While people all around the world spent months and years eagerly waiting for the 2016 Olympic Games in Rio de Janeiro, many had no idea that the 2016 Paralympics followed just a few days later in the same location. This was not the case for Matt Eberhardt, athletic trainer at Gustavus Adolphus College.
Eberhardt had the privilege of traveling to the 2016 Paralympic Games for three weeks last month to work with some of the most talented athletes in the world. He used his 11-years of expertise of working with collegiate athletes as he served as an athletic trainer for the USA Track and Field team.
Over the past seven years, Eberhardt has worked with field hockey, gymnastics, track and field, and Greco-Roman wrestling. Prior to accompanying the USA Paralympic team to Rio, Eberhardt volunteered at Paralympic training centers in Colorado Springs, Colo., Chula Vista, Calif. and Lake Placid, Colo. Eberhardt also worked with USA Track and Field at the 2015 Parapan American Games in Toronto, which is the qualifying event for the Paralympic games. Impressed with Eberhardt’s credentials, the National Governing Body (NGB) appointed him apart of the medical team for the USA Track and Field Paralympic team.
Eberhardt found the Paralympic athletes remarkable because of their ability to live their lives as if they don’t have a physical disability. Eberhardt met the “Armless Archer”, Matt Stutzman, in athlete’s village. Stutzman, 2012 Paralympic silver medalist, is a world record holder for longest accurate shot in archery.
“Matt Stutzman plays basketball, swims, lives his normal life, drives his own car,” Eberhardt said. “Matt is a normal guy, but also an elite athlete.”
A common question asked at the Paralympic games is, ‘how do Paralympic athletes feel about being seen as inspiring?’ After being around the Paralympic athletes for three weeks, Eberhardt was inspired by the way they go about living their lives.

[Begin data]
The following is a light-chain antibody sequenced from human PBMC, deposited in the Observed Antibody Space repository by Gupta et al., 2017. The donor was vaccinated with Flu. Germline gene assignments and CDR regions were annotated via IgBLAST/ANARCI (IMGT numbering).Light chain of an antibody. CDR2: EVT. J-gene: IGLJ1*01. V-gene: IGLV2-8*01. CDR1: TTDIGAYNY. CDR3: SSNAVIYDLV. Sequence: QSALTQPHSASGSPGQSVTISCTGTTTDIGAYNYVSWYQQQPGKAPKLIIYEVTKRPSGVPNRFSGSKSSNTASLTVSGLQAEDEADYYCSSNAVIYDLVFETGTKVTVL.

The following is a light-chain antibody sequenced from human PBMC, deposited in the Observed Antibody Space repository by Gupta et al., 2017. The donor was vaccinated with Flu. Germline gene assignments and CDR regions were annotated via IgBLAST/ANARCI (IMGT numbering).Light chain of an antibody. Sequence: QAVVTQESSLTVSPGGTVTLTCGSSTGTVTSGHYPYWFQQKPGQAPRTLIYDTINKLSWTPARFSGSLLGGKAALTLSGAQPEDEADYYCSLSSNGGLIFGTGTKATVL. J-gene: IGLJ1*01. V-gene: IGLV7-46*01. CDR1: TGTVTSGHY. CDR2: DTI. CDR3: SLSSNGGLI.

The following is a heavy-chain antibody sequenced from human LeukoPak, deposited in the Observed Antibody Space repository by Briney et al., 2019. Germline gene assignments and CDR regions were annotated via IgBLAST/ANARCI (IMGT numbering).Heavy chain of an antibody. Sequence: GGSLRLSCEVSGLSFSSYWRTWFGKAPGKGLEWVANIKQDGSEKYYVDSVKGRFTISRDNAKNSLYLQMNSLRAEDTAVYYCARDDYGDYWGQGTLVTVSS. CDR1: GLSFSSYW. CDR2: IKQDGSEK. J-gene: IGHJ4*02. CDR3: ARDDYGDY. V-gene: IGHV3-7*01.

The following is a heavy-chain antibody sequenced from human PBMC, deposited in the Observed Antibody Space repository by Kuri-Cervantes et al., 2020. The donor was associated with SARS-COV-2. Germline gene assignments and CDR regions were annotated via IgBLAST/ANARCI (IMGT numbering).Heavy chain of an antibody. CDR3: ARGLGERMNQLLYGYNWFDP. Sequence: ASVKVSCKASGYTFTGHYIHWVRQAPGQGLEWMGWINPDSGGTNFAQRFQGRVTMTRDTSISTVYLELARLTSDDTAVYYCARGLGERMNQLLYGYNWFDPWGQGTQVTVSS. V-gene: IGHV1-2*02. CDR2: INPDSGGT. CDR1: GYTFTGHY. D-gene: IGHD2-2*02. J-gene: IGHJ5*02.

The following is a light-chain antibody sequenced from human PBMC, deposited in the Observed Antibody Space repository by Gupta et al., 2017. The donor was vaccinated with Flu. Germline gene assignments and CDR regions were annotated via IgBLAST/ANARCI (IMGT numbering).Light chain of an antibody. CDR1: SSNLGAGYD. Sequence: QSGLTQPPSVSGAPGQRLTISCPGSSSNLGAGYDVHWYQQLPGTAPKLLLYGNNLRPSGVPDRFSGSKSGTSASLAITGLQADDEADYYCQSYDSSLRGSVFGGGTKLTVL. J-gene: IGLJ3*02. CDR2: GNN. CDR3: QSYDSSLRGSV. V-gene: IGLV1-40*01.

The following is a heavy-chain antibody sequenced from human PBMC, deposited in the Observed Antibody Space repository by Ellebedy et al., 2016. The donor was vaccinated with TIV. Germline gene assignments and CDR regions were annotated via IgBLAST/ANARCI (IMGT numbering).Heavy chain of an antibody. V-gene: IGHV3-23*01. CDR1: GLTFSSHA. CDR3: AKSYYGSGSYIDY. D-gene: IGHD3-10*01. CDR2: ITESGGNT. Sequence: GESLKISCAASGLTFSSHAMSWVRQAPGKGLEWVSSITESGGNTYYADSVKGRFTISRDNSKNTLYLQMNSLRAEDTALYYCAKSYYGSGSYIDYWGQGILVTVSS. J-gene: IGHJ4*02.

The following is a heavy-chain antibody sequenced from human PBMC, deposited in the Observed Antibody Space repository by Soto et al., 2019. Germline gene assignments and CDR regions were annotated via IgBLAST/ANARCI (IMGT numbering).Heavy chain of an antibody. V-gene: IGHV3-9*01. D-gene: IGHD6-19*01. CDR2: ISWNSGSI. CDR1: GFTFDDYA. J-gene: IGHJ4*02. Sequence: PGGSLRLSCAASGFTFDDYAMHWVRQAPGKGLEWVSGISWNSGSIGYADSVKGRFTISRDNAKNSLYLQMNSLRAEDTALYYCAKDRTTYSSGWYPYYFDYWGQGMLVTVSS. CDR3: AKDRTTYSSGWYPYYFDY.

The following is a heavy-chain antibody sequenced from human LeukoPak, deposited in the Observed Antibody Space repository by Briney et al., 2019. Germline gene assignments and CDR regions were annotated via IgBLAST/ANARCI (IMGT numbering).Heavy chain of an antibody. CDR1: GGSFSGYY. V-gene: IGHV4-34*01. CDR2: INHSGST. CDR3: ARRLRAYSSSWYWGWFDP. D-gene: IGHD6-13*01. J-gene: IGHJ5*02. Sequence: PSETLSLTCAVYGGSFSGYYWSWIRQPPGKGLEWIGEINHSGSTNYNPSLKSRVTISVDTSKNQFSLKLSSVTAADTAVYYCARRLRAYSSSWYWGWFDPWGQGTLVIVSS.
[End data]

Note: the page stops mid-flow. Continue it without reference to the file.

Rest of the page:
“The biggest thing is how normally they live and train,” he said. “They are just like elite athletes in the Olympics, although, elite athletes are not normal people. Their full time job is competing and training, spending the same amount of time and energy on this as any other Olympian.”
Lex Gillette is a four-time Paralympian (2004, 2008, 2012, 2016) and a three-time Paralympic medalist (three silver medals). Gillette represents the USA Track and Field team in the long jump. He lost his eyesight at the age of 10 and is the only blind athlete in the world to eclipse the 22-foot barrier in the long jump. Eberhardt was able to talk with Gillette and get a better understanding of the athlete’s reality.
“He was a world record holder and had two silver medals at the time, and I was realizing anybody walking by just saw a blind man and nobody knew who he was,” Eberhardt said.
The 2016 Rio Olympic games aired a total of 6,000 hours, compared to only 66 hours aired at the 2016 Paralympic games. In Great Britain, the Paralympic athletes are more recognized because of the Paralympic coverage provided there. Eberhardt believes that with more worldwide coverage of the Paralympics, more people would aspire to compete at that high of a high level. They would witness Lex Gillette competing in the long jump, trusting his guide to tell him the exact second when to release, and realize that they are also capable of reaching such heights.
Eberhardt is excited to be back at Gustavus and share his experience in Rio with others. He hopes to increase interest in the Paralympic games and spread the remarkable stories of Paralympic athletes.
“This experience wouldn’t have been possible without the unconditional support from my coworkers, wife, and two-year-old son,” Eberhardt said. “I can’t thank my coworkers enough for working extra hours and filling in for me when I was in Rio. My wife showed tremendous flexibility, hiring babysitters and watching our son while juggling work. My wife and my co-workers deserve a lot of thanks.”